Wednesday, June 27, 2007

The Prism of My Personality!

My close and distant friends often tell me that they think I have a complicated and “layered” personality. They tell me that at any given moment I could surprise them with my actions. A close friend has even told me that I scare him when all of a sudden I “switch personalities” unexpectedly.

Since many friends have pointed out this complicated characteristic of mine, I always find myself thinking and analyzing this phenomenon of multiple personalities and its role in my life. It seems to me that having multiple personalities is not necessarily a disorder, as long as it does not exceed a certain limit. A quick review of my friends’ personalities makes me realize that most of my friends who like me grew up in Tehran and have relatively less strict families tend to have complicated characters. While I do not want to blame having multiple personalities on having grown up in Iran, I do think that living under a strict political system and the feeling of being constantly watched by someone else could in fact, create such a phenomenon.

For instance, let’s go over a simple day that I would spend at home, in school and outside when I was still in Iran and was a teenager:

My father would wake me up early in the morning. Before that, however, I was already waken up by the sound of the morning prayer that could be heard from the outside (for those who know we lived closed to the Mossala of Tehran). I, however, did not care much about the morning prayer and had simply taught myself to tune out the very loud sound of the Quran and sleep. In my pajamas, I would go to the kitchen, have breakfast with my father and if I had time I would listen to my Western music until it was time to go downstairs and wait for the school bus to come. Then, I would quickly wear my garment and tight scarf (maghnaye) and run downstairs. In school, my friends and I would not cease talking about this and that Hollywood movie, American and European actors, actresses and singers. Meanwhile, we would pretend to be very religious and anti-West during some of our classes (i.e. Islamic studies and the Koran). We would say prayers in school and sometimes we would find some silly reason to burst into laughter while praying and that was when we were in serious trouble. After school, some of us would go to English classes and music classes. The environment of these extracurricular classes was fun and it was much less strict than the actual school. I remember one of the things I used to enjoy was to be able to wear some makeup for my English classes in the evening. Anyhow, as we got older, liking boys and dating were added to the list. Those of us who had relatively liberal families would manage to throw dance parties (where we would dance techno and Persian dance) and hang out with our friends and our ‘crush’ at the time. I remember that whenever I had a birthday party, for instance, my parents were very scared of the moral police breaking in the house and giving us trouble for having thrown a co-ed party and having consumed alcoholic beverages. We were the lucky ones, because some of my friends who had more conservative families, had to meet up with their dates out in the streets away from their houses. That by itself was a real adventure. They basically had to make up on lie after another in order to run the kind of social life that due to their age and desires they needed to have.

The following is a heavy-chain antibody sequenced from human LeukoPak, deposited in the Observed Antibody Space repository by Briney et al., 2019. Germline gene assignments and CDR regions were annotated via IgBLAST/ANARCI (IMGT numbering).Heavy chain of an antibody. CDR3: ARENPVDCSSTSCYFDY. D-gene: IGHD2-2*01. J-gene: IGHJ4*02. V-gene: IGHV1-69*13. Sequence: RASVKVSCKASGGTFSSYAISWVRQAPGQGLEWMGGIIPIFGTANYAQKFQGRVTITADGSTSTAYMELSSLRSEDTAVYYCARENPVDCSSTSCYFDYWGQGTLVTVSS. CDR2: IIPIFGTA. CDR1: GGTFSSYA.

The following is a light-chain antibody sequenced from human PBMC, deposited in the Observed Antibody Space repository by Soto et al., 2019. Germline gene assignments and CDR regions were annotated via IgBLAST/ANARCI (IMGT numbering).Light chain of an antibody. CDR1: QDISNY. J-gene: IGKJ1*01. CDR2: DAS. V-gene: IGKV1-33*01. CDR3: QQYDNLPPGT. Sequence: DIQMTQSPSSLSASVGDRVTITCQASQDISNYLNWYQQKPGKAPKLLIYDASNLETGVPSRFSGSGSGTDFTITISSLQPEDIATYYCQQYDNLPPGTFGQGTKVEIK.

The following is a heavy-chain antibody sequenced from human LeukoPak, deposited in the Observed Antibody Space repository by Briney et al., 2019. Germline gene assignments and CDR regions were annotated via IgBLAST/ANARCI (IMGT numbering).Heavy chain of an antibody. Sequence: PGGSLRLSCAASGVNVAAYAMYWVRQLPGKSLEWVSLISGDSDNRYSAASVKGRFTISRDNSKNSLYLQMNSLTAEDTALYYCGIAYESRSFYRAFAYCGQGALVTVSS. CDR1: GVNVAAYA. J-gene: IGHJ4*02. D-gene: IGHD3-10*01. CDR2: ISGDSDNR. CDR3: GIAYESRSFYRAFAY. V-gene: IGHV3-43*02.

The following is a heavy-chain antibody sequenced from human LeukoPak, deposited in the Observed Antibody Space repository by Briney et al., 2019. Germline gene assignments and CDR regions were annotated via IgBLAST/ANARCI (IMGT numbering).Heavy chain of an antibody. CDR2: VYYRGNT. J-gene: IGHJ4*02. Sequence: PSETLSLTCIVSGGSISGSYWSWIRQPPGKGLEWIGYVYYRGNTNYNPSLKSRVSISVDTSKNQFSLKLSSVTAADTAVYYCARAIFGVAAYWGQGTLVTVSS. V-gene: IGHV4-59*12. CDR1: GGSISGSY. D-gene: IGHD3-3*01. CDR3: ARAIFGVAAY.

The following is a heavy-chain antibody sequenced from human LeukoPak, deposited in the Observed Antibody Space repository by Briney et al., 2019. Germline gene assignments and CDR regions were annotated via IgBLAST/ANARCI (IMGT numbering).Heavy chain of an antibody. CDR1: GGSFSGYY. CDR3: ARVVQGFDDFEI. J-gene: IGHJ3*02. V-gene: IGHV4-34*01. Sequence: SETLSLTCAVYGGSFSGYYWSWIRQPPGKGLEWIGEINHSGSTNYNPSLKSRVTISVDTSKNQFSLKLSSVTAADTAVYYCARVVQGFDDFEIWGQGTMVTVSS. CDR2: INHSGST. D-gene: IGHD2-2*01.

Many of us were constantly advised to never share what goes on at home with our friends and our teachers. Although we often failed to abide by this ‘privacy’ rule and would share our stories with some of our friends, most of the times we would manage to keep these stories among ourselves and not have them leak to the authorities of the school or our teachers. The funny thing is that later when I was old enough to see things more broadly, I realized that our teachers and the staff of the school would do the same exact thing. They would talk about their controversial opinions and lives at those teachers who were in touch with the authorities of the Ministry of Education and other governmental institutions.

All in all, while being a teenager in Tehran was fun, “fun” was not easy to achieve. In other words, whenever we were partying, dancing, drinking, talking with boys on the phone and in general doing things that were against the strict rules of the regime in Iran, we would feel as though we were real supermen and superwomen who had no fear of breaking the restricting rules. I must admit, later on when I came to the US, it took me a while to understand that the joy of partying, socializing and even drinking is simply because of getting together and having a good time. In Iran, I was brought up to think about these things(having a good time) as rebellious actions that showed our opposition to the strict rules were ordered to abide by all these different social institutions—starting from families to the government.

Anyhow, it is because of the kind of daily life that we(I am specifically talking about the middleclass, more Westernized middle class of Tehran) had during our childhood and teenage years that I think, many of us who grew up in Iran have developed more than simply one “face” with which we present ourselves to the society. We have learned from early on to be a certain way at home and to pretend almost the opposite of that in school and outside. This is why, I think, many of my non-Iranian friends or those who have not grown up in Iran tell me that I have many personalities and that I can easily switch from one “face” to another!


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